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Midland Medical Supply Resuscitates Its Receiving Process With Mobile Technology


IT Administrator Ben Dinger found an inexpensive mobile solution that’s dramatically reduced the time it takes for his company to log inventory. Photography by Malone & Co.

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Customer: Midland Medical Supply
Headquarters: Lincoln, Neb.
Business: Medical supply distributor
Challenge: Improve the company’s order-receiving operations
Solution: Employs an mrc m-Power development tool to create Web software that lets warehouse employees use smartphones and bar code readers to streamline order receipt
Hardware: Power Systems server running IBM i
Software: mrc m-Power and DB2 for IBM i

It’s the small things that count. Just ask Ben Dinger, IT administrator with Midland Medical Supply. Instead of going with expensive, industrial-grade warehouse scanning devices requiring heavy-duty back-end systems to make them work, Dinger is using inexpensive, off-the-shelf Bluetooth bar code scanners wirelessly attached to commodity smartphones for nearly all aspects of his company’s receiving process.

Supporting that is a small, Web-based application created with an mrc m-Power development tool. This Web app lets users scan incoming products and immediately submit information to an IBM Power Systems* server. Customer service representatives can then gain on-the-spot access to what’s in the company’s warehouse, in keeping with Midland Medical’s goal to continuously improve customer services.

“We’re small and agile enough that if a client wants something, we can usually give it to them,” Dinger says. “It might be a specialized product, a customer-specific report or a customer-facing Web application. If it’s something we can do, we’ll provide it—and that’s typically anything they might request.”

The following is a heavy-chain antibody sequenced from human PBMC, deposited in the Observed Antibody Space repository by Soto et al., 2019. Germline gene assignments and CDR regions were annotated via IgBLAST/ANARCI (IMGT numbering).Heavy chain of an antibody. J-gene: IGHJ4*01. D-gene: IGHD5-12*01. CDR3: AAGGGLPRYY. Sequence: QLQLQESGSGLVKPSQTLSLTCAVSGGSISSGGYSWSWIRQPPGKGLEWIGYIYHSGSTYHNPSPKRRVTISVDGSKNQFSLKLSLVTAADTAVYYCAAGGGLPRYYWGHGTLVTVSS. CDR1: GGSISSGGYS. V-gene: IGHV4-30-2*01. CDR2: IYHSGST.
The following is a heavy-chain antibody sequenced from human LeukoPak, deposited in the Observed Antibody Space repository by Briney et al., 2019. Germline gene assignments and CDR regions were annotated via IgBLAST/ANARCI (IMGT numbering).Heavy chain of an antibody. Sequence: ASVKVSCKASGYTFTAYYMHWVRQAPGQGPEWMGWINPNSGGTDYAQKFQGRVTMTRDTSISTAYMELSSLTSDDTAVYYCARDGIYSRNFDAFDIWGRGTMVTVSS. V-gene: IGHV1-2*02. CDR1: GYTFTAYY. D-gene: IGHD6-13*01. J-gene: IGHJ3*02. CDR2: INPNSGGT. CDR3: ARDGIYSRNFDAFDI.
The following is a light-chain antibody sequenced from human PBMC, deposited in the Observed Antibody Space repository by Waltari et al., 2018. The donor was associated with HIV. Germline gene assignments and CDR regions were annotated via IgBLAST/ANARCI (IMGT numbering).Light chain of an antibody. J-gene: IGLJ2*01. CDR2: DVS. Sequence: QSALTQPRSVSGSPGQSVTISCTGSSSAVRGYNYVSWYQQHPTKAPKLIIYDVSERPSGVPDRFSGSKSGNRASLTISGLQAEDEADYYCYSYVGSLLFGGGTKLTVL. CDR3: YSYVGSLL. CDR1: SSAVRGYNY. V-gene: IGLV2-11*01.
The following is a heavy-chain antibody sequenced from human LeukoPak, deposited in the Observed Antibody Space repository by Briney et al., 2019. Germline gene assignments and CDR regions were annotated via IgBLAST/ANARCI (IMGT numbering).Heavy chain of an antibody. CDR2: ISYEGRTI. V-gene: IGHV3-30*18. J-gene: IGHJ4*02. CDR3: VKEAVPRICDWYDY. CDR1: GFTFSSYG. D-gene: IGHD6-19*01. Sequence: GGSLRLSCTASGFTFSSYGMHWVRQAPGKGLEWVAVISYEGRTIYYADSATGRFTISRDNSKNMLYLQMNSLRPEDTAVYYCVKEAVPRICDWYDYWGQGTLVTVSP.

Adapting Quickly

Customers’ requests include thousands of medical supplies ranging from rubber gloves to EKG machines. In fact, the Lincoln, Neb.-based company oversees some 30,000 items that it either keeps in stock or orders on a regular basis in addition to the larger, more expensive equipment, such as exam tables and defibrillators.

That may be why Midland Medical has such a loyal customer base, ranging from one-doctor offices to larger medical centers. Most of these customers—some of whom Dinger says he's known since he was 16—are located in Nebraska, although the company also works with organizations in Kansas, Iowa and South Dakota.

Most of the applications associated with its back-end processing, including those that run on its Power Systems server running IBM i, are homegrown. This, Dinger says, “gives us the ability to adapt more quickly than if we were using packaged solutions.” The one exception to this self-developed software model is m-Power, which Midland Medical has been using for nearly 10 years to build Web apps.

IT Administrator Ben Dinger found an inexpensive mobile solution that’s dramatically reduced the time it takes for his company to log inventory. Photography by Malone & Co.

“The reason we like m-Power is because it allows us to quickly deploy Web apps large and small, and it removes the complexity of having to figure out which bits of code should go where,” Dinger says. “It simply allows us to drag and drop functionality as we need it. And because it’s Java* based, we don’t need any specialized APIs to tie back to DB2* or our other applications. It’s all pretty seamless.”

That wasn’t always the case in Midland Medical’s receiving department. Prior to deploying the smartphones, Bluetooth scanners and the Web app m-Power created, most of the work in receiving was paper-based. Receiving employees pulled pallets off incoming trucks, compared the contents with a packing slip and then headed to a desktop-bound PC to enter the information into the company’s receiving application.

But Dinger notes this was a labor-intensive activity. “They would have a packing list in hand and have to go over every item, checking them off as they went along,” he says. “This was bad enough, but each supplier would have a different-looking type of list, so this would require almost having to rethink how to receive whatever was being delivered. The employees down there tried to compensate for this, with one of them sitting down with the list and checking items off as another one found them, but this was a pretty inefficient way of doing things.”

 

Jim Utsler, IBM Systems Magazine senior writer, has been covering the technology field for more than a decade. Jim can be reached at jjutsler@provide.net.


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